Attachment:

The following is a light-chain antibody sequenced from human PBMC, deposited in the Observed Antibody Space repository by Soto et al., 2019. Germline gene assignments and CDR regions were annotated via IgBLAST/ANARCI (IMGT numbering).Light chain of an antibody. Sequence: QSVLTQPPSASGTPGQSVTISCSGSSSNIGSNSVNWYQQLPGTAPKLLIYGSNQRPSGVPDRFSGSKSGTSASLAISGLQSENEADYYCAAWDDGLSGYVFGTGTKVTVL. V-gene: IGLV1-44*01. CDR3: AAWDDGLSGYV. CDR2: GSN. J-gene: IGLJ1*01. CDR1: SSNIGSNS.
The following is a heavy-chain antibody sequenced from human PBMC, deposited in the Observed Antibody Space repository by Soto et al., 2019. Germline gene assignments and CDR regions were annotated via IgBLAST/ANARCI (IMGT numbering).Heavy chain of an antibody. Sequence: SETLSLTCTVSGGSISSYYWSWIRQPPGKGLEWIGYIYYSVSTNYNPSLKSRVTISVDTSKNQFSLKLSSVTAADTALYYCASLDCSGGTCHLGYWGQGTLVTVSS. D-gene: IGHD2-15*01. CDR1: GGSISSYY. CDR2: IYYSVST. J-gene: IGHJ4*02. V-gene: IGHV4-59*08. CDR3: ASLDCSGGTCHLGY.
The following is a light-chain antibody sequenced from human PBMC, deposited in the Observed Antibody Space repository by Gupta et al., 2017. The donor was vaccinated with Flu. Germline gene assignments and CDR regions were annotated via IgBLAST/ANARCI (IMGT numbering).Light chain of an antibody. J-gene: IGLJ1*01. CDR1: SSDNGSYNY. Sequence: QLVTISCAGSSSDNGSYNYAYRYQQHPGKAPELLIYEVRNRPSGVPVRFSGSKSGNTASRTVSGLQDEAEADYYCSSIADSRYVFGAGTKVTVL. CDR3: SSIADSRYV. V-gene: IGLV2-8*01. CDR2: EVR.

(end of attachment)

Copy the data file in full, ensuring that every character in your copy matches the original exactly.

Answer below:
The following is a light-chain antibody sequenced from human PBMC, deposited in the Observed Antibody Space repository by Soto et al., 2019. Germline gene assignments and CDR regions were annotated via IgBLAST/ANARCI (IMGT numbering).Light chain of an antibody. Sequence: QSVLTQPPSASGTPGQSVTISCSGSSSNIGSNSVNWYQQLPGTAPKLLIYGSNQRPSGVPDRFSGSKSGTSASLAISGLQSENEADYYCAAWDDGLSGYVFGTGTKVTVL. V-gene: IGLV1-44*01. CDR3: AAWDDGLSGYV. CDR2: GSN. J-gene: IGLJ1*01. CDR1: SSNIGSNS.
The following is a heavy-chain antibody sequenced from human PBMC, deposited in the Observed Antibody Space repository by Soto et al., 2019. Germline gene assignments and CDR regions were annotated via IgBLAST/ANARCI (IMGT numbering).Heavy chain of an antibody. Sequence: SETLSLTCTVSGGSISSYYWSWIRQPPGKGLEWIGYIYYSVSTNYNPSLKSRVTISVDTSKNQFSLKLSSVTAADTALYYCASLDCSGGTCHLGYWGQGTLVTVSS. D-gene: IGHD2-15*01. CDR1: GGSISSYY. CDR2: IYYSVST. J-gene: IGHJ4*02. V-gene: IGHV4-59*08. CDR3: ASLDCSGGTCHLGY.
The following is a light-chain antibody sequenced from human PBMC, deposited in the Observed Antibody Space repository by Gupta et al., 2017. The donor was vaccinated with Flu. Germline gene assignments and CDR regions were annotated via IgBLAST/ANARCI (IMGT numbering).Light chain of an antibody. J-gene: IGLJ1*01. CDR1: SSDNGSYNY. Sequence: QLVTISCAGSSSDNGSYNYAYRYQQHPGKAPELLIYEVRNRPSGVPVRFSGSKSGNTASRTVSGLQDEAEADYYCSSIADSRYVFGAGTKVTVL. CDR3: SSIADSRYV. V-gene: IGLV2-8*01. CDR2: EVR.